Friday, January 9, 2015


Had I known what my future held, I might have stayed with my Grandma in Valdeflores. But futures are a dim light in a four year olds mind. Warmth, love, and a mom to tuck you in at night are what you need. I wanted no less, and after the trauma, despair, and death I had faced, I wanted nothing more than to sink into my mom's lap. The bus carried us away, driving us into the city of Oaxaca and into uncertain days.

We arrived in that city in southern Mexico with nothing but the clothes on our backs. Alone, we straggled off the bus and stopped to look around. We were together, but struggling to know which way to turn. I'm sure the most pressing thing for my mom was to find a place for us to live. I don't remember the ins and outs of how we found a room to lay our head, but I do remember that it was concrete and held absolutely nothing. It was emptier than a wind-swept desert, but also a place we could lie down and sleep. A blissful dreamlessness cleared our minds, if only for a time, of all the tragedy that had befallen us.

The days drifted together and I felt a sense of normalcy. Oaxaca is a beautiful city full of the sights and sounds that are Mexico. The mercados are full of lush produce, and the sellers are all indigenous to the area. The lilting sound of many different dialects blended together to form a heady mix pleasant to the ears. There are more Indian languages in Mexico than you can count. Avocados were piled high, with mangoes and mysterious tropical fruits as their neighbors. Deep brown-skinned women patted out clayudas (huge blue corn tortillas) to fill with frijoles and queso. I was with my mom and brother, and in my childish mind, it was all I needed.

My step dad 2014

One afternoon mom took us out for malteadas (malts). She struggled to find small amounts of work and it was hard for a woman alone. When she did get money, she tried to treat us. I was happy, sitting at the small wooden table in the market sipping on my malt. I can still see the man coming up behind my mom and scaring her. She took one look at him and a puzzling look crossed her face. Chucho and I looked at each other. We didn't know the man, but my mom did. We started walking down the street, my mom and him talking. I knew right away I didn't like him. I tried to walk beside my mom, but he pushed me away and told me to walk with my brother. I trudged behind them, fuming inside. Secrets are tied up tight in Mexico. It's nearly impossible to get people to talk about things better left hidden in the past. Within weeks we had moved in with this man, this man who simply appeared and had captured my mom's attention and took her away from me. What I didn't know, and what took me many months to find out, was that my mom knew this man from her small village. He wasn't just anyone either. He was my older brother Chucho's father – and he hated me.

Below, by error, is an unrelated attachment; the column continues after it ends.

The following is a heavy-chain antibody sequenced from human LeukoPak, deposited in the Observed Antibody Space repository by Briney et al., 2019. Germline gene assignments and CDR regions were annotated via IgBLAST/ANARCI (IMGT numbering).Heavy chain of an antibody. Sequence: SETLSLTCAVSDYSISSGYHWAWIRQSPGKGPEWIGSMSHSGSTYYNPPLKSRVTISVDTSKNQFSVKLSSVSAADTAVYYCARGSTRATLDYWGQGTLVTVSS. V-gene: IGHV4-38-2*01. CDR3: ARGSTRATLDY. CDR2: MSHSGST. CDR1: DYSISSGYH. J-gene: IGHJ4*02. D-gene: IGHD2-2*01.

Fairness is not always served in Mexico. Although much has changed, sometimes men have the upper hand. My mom had become pregnant with my brother by this man, whose name was Rutilio. When he found out she was pregnant, he left her. She was alone and with child when my dad Maximo came along -- who loved her as she was. Now, that whole family was lost to her – and I was the only one left from it. My dad, my sister, and my brother were all dead. Even though my stepfather had left my mom when she was pregnant, I was a pariah in his eyes. It was inconceivable to him that she had found someone else, married, and had kids. My mind works over this now and wonders if the anger to come was because I existed. Because my mom had dared to love someone else, no matter that he had left her. We never spoke of my dad again.

As adults, we wonder what children hear. I can tell you that I heard a lot. Mysterious noises would come from the kitchen. Arguing, and sometimes screaming drifted through the door. My stepfather became more hateful as time passed. He had a job when he found us, but had lost it. He began drinking with a vengeance. He wasn't your typical alcoholic. When he drank, he drank to forget anything other than that his mescal existed. Mescal is like moonshine here. There were times we had to go find him in the mornings, laying facedown in the gutter curled in a ball. His bottle of mescal, lay dirty and empty beside him. We would drag him home, never once regaining any semblance of consciousness. When he sobered up is when he became like a mad dog. He would grab my ear with his fingernails, and knock me on the head with his big knuckles until I felt faint. With each successive day, events escalated. I hated him with all my heart. Maybe because I was close to five years old now, he held back. These episodes I remember faintly, it was the violence that occurred when I was a bit older that will never leave me.